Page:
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You Are What You Breathe

smoke from a smoke stack

We can all agree that air pollution is a problem. It can cause asthma and lung disease, and it colors the sky an eerie gray in cities. But there's another reason we should care about clean air: Research suggests that early exposure to air pollution increases the risk of obesity.

The scientists responsible for the study conducted their research in Beijing, a city known for its dangerous air quality. They placed pregnant rats in two chambers, one exposed to outdoor Beijing air, and the other with a filter that removed air pollution particles.

What the scientists found was in line with previous research linking air pollution with health concerns. After nineteen days, the pregnant rats breathing polluted air had increased tissue inflammation, and significantly higher LDL cholesterol, triglycerides, and insulin resistance levels than the rats in the chamber with clean air. This indicates that air pollution results in metabolic dysfunction, which we know is a precursor to obesity.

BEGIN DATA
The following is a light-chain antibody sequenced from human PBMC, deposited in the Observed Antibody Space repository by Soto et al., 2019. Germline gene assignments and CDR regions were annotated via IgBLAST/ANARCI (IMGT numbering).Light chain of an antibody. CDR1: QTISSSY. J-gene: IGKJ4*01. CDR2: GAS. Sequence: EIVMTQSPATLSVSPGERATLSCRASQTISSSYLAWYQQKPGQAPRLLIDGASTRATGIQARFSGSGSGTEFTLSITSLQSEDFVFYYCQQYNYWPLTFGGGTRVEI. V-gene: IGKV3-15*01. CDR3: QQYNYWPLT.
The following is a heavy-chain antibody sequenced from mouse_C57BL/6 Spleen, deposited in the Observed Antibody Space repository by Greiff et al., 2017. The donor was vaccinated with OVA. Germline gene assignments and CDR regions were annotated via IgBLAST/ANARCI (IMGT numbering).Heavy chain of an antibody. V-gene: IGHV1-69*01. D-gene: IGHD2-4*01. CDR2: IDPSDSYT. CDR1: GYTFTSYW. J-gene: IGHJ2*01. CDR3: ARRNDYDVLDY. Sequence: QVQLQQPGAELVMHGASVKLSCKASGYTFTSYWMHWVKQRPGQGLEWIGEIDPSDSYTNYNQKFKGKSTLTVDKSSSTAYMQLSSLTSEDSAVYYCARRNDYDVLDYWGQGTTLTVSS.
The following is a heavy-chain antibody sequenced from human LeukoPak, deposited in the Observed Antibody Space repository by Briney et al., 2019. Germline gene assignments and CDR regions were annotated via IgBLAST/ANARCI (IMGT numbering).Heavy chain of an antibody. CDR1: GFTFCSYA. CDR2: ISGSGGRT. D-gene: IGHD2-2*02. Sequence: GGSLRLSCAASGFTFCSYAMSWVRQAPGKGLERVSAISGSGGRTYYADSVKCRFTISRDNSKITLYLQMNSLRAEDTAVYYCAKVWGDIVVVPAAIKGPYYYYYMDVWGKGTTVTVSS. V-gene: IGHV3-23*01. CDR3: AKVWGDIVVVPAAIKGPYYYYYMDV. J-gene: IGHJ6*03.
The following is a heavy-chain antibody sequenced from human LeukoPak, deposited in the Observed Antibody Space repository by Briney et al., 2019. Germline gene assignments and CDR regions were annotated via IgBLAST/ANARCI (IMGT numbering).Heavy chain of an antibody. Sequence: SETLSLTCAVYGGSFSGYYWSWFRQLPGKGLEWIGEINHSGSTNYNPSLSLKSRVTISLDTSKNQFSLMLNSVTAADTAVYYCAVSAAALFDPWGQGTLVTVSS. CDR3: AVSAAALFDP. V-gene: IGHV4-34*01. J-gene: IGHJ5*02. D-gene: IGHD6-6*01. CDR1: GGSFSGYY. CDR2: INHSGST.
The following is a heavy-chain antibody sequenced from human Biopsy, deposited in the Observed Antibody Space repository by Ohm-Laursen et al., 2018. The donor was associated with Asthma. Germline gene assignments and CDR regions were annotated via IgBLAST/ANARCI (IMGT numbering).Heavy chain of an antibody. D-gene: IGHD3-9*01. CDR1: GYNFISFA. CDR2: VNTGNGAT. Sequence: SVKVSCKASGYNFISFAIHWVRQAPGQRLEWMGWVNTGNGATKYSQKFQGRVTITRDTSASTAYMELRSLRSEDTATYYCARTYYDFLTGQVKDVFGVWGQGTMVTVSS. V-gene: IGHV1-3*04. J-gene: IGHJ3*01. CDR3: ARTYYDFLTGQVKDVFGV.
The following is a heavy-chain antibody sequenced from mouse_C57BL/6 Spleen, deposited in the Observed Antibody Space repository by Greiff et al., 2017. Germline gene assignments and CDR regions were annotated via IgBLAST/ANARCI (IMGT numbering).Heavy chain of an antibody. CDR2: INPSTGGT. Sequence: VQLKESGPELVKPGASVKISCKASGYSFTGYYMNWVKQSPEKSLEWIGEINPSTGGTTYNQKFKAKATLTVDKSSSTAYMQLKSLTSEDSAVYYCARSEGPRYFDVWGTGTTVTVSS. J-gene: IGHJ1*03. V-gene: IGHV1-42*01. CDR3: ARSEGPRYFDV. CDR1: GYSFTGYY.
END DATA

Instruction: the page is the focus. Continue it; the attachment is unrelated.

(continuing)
Scientists also found that the pregnant rats exposed to polluted air were heavier at the end of their pregnancies than the rats breathing clean air, though both groups were fed the same diet. And the same was true for the rats' offspring once they gave birth: At eight weeks old, female rats in the polluted air chamber were ten percent heavier than their clean air counterparts; males were eighteen percent heavier.

Scientists need to verify whether these findings translate to humans, but the research indicates that we may have to revise the popular adage: We aren't only what we eat--we're also what we breathe.

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